The Senate today began hearings on improvements and expansion of the ports and harbors around the state.
Jeff Ottesen, director of program development for the Department of Transportation and Public Facilities, said he has encountered a lot of public interest in the State’s getting back into the Ports and Harbors business. Alaska started to turn those facilities over to local governments back in the eighties. But he says now, community leaders are interested in a more unified approach to port management.
Ottesen presented and described the Arctic Ports Study done by the state and the Army Corps of Engineers.
“When you think about a coastline of about a thousand miles that we’re examining – it involves three seas, two oceans, three separate oil and gas provinces all of which are undergoing lease sales, tremendously large resource deposits of both minerals and coal, gas and oil in this region – and an extremely limited roadside network that doesn’t allow any one port to serve as a redistribution point to other locations, the net result is, it’s likely to take more than one port to serve the region,” Ottesen said.
He said the initial report is a feasibility study, providing a starting place for various agencies and stakeholders to determine what is needed – and what limitations are inherent – in an Arctic port. The study begins at Nunivak Island – about 30 miles out to sea from the mouth of the Yukon River – and runs to the Canadian border.
The study group – in 2010 – identified some 800 possible projects for the area. And he said needs vary from place to place.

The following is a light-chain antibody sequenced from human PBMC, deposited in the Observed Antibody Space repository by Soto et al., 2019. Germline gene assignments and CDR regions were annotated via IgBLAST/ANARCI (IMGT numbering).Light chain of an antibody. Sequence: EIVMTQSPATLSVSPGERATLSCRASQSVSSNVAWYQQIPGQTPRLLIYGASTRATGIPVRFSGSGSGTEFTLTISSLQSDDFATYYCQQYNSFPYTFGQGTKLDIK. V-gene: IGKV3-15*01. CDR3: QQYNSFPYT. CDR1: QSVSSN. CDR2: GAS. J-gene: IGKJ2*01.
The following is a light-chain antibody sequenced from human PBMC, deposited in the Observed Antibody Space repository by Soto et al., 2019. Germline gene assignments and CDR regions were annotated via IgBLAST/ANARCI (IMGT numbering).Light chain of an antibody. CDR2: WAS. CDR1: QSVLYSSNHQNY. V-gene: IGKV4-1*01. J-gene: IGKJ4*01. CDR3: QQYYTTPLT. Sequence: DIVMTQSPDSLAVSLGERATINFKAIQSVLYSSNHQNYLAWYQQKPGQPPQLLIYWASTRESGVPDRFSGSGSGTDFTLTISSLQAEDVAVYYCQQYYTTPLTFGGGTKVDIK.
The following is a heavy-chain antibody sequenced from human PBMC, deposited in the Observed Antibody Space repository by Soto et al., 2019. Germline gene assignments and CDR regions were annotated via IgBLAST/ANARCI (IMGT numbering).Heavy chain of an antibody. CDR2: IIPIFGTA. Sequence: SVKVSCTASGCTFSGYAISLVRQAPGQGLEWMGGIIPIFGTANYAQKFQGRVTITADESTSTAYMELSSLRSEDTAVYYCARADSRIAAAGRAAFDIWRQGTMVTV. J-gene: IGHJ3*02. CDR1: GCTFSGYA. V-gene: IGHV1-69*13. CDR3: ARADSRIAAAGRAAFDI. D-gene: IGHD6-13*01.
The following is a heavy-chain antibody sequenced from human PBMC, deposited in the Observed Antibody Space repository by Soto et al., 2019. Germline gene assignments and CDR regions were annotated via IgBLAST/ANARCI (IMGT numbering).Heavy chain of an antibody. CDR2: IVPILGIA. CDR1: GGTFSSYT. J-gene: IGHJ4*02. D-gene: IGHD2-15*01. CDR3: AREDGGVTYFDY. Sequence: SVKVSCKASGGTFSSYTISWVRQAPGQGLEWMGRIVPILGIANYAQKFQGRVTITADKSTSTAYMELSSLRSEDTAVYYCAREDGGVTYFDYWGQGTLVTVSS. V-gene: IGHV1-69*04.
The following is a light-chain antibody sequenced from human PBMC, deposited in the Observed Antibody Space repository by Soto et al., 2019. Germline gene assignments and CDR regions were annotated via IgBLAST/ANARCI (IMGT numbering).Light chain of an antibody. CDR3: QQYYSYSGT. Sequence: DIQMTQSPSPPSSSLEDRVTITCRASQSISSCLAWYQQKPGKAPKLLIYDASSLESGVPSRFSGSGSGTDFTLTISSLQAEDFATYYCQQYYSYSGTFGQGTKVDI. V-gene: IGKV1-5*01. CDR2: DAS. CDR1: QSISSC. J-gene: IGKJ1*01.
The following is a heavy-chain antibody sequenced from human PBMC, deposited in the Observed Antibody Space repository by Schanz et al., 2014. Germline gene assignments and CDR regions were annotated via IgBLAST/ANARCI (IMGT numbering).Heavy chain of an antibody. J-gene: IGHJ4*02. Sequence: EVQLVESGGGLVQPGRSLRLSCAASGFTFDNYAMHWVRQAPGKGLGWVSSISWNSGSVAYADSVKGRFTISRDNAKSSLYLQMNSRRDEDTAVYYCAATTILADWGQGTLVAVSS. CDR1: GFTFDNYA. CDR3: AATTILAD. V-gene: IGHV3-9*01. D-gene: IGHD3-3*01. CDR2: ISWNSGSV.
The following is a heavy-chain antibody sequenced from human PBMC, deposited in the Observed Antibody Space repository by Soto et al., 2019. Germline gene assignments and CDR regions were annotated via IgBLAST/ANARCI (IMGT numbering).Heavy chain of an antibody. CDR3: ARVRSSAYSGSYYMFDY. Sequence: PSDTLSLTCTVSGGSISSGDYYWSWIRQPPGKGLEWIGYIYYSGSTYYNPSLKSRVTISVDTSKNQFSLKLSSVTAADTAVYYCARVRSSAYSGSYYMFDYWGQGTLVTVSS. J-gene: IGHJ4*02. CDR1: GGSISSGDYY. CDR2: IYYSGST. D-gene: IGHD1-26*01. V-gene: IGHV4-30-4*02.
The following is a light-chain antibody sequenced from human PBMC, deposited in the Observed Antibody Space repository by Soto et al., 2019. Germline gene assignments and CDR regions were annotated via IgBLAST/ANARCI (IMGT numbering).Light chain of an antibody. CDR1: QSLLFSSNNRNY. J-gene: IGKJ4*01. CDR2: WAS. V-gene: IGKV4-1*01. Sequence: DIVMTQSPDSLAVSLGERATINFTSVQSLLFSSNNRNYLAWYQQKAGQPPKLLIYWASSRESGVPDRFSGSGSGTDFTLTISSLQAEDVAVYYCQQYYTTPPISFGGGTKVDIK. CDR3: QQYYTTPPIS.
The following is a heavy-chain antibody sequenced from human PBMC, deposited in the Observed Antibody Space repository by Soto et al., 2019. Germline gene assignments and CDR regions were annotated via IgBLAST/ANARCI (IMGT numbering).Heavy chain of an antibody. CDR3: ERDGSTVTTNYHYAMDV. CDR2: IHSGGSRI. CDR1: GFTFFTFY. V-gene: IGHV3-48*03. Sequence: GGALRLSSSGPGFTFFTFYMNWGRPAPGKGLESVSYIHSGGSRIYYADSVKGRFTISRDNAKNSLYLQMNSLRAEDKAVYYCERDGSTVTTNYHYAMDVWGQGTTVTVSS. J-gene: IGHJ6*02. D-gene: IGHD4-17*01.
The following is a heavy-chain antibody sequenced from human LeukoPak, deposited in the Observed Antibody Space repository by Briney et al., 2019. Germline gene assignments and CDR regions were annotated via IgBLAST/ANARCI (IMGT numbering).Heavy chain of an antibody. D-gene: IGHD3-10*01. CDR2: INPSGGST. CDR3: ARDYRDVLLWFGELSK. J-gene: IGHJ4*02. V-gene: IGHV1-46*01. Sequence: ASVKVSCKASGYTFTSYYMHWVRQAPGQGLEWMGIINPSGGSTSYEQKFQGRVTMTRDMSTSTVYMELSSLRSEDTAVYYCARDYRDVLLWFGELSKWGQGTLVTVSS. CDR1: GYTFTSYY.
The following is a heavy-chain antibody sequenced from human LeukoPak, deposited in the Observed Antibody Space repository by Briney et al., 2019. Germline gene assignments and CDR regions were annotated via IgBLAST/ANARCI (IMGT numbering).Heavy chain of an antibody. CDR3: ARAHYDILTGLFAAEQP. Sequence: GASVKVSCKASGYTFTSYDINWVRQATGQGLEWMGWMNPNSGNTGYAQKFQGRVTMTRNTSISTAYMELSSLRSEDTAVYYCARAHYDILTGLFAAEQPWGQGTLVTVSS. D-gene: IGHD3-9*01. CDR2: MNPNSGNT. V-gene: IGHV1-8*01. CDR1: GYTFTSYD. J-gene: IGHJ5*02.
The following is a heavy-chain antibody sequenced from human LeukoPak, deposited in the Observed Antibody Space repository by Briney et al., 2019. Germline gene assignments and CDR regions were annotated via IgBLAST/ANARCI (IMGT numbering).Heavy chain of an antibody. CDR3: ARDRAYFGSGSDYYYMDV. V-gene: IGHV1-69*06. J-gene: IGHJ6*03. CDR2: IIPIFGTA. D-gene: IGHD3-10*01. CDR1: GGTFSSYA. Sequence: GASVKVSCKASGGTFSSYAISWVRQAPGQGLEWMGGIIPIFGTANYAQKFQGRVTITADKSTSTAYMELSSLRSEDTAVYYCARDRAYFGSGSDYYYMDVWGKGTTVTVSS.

“There’s no one reason for building a port. There are many different reasons. And those different reasons each generate a different set of criteria for what might that port look like,” Ottesen said.
Reasons include Homeland Security – giving the Coast Guard more access to the region. It also includes protecting the sea and development surrounding oil development in Arctic waters. He says two dozen ships will be in the Chukchi Sea as work gets underway this summer. Another reason for more and better ports is the need to supply communities. He says access to Nome just this winter shows the need for facilities all around the coast.
He says there is limited interest from the federal government – even for national security priorities. He says, if you build it, they will come. But they won’t build anything.
The Department of Transportation is asking for a million dollars in the budget being written this year to continue the Arctic Ports Study and to begin work on focusing on one specific site for the first project in the region.